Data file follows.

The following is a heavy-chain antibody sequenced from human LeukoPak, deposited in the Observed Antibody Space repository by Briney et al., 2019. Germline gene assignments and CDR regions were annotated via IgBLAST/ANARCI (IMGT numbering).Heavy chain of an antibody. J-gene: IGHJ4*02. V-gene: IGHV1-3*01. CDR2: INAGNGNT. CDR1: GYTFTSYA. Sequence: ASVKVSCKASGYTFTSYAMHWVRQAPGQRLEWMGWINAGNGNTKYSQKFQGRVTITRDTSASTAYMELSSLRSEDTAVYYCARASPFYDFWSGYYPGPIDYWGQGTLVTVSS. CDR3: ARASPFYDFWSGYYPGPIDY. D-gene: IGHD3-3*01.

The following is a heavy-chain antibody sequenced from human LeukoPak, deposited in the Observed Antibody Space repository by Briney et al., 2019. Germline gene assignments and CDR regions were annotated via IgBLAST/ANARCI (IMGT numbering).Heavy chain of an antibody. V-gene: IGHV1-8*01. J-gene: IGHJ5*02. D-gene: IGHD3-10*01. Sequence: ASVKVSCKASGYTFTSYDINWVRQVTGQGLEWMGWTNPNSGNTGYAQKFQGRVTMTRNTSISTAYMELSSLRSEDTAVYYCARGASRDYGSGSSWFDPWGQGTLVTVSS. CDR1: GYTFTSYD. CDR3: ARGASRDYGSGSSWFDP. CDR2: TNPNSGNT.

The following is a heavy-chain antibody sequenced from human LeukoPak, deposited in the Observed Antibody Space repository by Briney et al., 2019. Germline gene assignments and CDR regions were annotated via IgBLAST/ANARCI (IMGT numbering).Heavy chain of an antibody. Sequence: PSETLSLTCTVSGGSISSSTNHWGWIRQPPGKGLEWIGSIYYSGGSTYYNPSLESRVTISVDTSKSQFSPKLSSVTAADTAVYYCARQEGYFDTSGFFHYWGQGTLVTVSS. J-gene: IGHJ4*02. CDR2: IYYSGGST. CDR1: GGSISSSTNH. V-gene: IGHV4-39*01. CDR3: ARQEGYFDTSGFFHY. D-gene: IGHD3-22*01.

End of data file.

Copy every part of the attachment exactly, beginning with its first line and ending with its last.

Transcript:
The following is a heavy-chain antibody sequenced from human LeukoPak, deposited in the Observed Antibody Space repository by Briney et al., 2019. Germline gene assignments and CDR regions were annotated via IgBLAST/ANARCI (IMGT numbering).Heavy chain of an antibody. J-gene: IGHJ4*02. V-gene: IGHV1-3*01. CDR2: INAGNGNT. CDR1: GYTFTSYA. Sequence: ASVKVSCKASGYTFTSYAMHWVRQAPGQRLEWMGWINAGNGNTKYSQKFQGRVTITRDTSASTAYMELSSLRSEDTAVYYCARASPFYDFWSGYYPGPIDYWGQGTLVTVSS. CDR3: ARASPFYDFWSGYYPGPIDY. D-gene: IGHD3-3*01.

The following is a heavy-chain antibody sequenced from human LeukoPak, deposited in the Observed Antibody Space repository by Briney et al., 2019. Germline gene assignments and CDR regions were annotated via IgBLAST/ANARCI (IMGT numbering).Heavy chain of an antibody. V-gene: IGHV1-8*01. J-gene: IGHJ5*02. D-gene: IGHD3-10*01. Sequence: ASVKVSCKASGYTFTSYDINWVRQVTGQGLEWMGWTNPNSGNTGYAQKFQGRVTMTRNTSISTAYMELSSLRSEDTAVYYCARGASRDYGSGSSWFDPWGQGTLVTVSS. CDR1: GYTFTSYD. CDR3: ARGASRDYGSGSSWFDP. CDR2: TNPNSGNT.

The following is a heavy-chain antibody sequenced from human LeukoPak, deposited in the Observed Antibody Space repository by Briney et al., 2019. Germline gene assignments and CDR regions were annotated via IgBLAST/ANARCI (IMGT numbering).Heavy chain of an antibody. Sequence: PSETLSLTCTVSGGSISSSTNHWGWIRQPPGKGLEWIGSIYYSGGSTYYNPSLESRVTISVDTSKSQFSPKLSSVTAADTAVYYCARQEGYFDTSGFFHYWGQGTLVTVSS. J-gene: IGHJ4*02. CDR2: IYYSGGST. CDR1: GGSISSSTNH. V-gene: IGHV4-39*01. CDR3: ARQEGYFDTSGFFHY. D-gene: IGHD3-22*01.